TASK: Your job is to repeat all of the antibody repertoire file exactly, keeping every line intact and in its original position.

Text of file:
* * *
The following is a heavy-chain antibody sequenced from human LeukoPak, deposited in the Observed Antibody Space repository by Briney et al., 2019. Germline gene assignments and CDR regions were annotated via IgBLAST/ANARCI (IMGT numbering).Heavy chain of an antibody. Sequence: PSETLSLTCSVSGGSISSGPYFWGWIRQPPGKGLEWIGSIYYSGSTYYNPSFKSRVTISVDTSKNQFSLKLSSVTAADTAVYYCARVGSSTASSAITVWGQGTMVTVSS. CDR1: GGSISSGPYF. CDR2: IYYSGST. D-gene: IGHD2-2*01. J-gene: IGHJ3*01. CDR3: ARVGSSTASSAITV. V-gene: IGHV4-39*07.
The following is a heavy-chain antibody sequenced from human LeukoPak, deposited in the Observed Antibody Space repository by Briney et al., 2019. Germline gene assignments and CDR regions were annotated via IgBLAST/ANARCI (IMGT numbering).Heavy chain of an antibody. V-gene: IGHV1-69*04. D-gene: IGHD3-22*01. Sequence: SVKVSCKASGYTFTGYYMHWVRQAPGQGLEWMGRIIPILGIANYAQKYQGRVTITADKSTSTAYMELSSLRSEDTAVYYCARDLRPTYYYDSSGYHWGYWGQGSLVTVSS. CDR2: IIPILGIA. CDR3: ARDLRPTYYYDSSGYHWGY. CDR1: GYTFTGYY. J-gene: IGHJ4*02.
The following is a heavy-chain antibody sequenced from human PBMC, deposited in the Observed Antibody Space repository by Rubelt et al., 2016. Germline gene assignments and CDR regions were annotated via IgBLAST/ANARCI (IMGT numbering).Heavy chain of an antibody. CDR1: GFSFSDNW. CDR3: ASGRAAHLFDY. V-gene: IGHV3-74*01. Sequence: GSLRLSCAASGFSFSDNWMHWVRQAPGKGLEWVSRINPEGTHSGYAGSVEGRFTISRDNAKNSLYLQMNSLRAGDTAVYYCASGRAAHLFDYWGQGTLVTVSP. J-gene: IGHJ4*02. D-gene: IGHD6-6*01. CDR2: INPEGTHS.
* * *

The following is a heavy-chain antibody sequenced from human LeukoPak, deposited in the Observed Antibody Space repository by Briney et al., 2019. Germline gene assignments and CDR regions were annotated via IgBLAST/ANARCI (IMGT numbering).Heavy chain of an antibody. Sequence: PSETLSLTCSVSGGSISSGPYFWGWIRQPPGKGLEWIGSIYYSGSTYYNPSFKSRVTISVDTSKNQFSLKLSSVTAADTAVYYCARVGSSTASSAITVWGQGTMVTVSS. CDR1: GGSISSGPYF. CDR2: IYYSGST. D-gene: IGHD2-2*01. J-gene: IGHJ3*01. CDR3: ARVGSSTASSAITV. V-gene: IGHV4-39*07.
The following is a heavy-chain antibody sequenced from human LeukoPak, deposited in the Observed Antibody Space repository by Briney et al., 2019. Germline gene assignments and CDR regions were annotated via IgBLAST/ANARCI (IMGT numbering).Heavy chain of an antibody. V-gene: IGHV1-69*04. D-gene: IGHD3-22*01. Sequence: SVKVSCKASGYTFTGYYMHWVRQAPGQGLEWMGRIIPILGIANYAQKYQGRVTITADKSTSTAYMELSSLRSEDTAVYYCARDLRPTYYYDSSGYHWGYWGQGSLVTVSS. CDR2: IIPILGIA. CDR3: ARDLRPTYYYDSSGYHWGY. CDR1: GYTFTGYY. J-gene: IGHJ4*02.
The following is a heavy-chain antibody sequenced from human PBMC, deposited in the Observed Antibody Space repository by Rubelt et al., 2016. Germline gene assignments and CDR regions were annotated via IgBLAST/ANARCI (IMGT numbering).Heavy chain of an antibody. CDR1: GFSFSDNW. CDR3: ASGRAAHLFDY. V-gene: IGHV3-74*01. Sequence: GSLRLSCAASGFSFSDNWMHWVRQAPGKGLEWVSRINPEGTHSGYAGSVEGRFTISRDNAKNSLYLQMNSLRAGDTAVYYCASGRAAHLFDYWGQGTLVTVSP. J-gene: IGHJ4*02. D-gene: IGHD6-6*01. CDR2: INPEGTHS.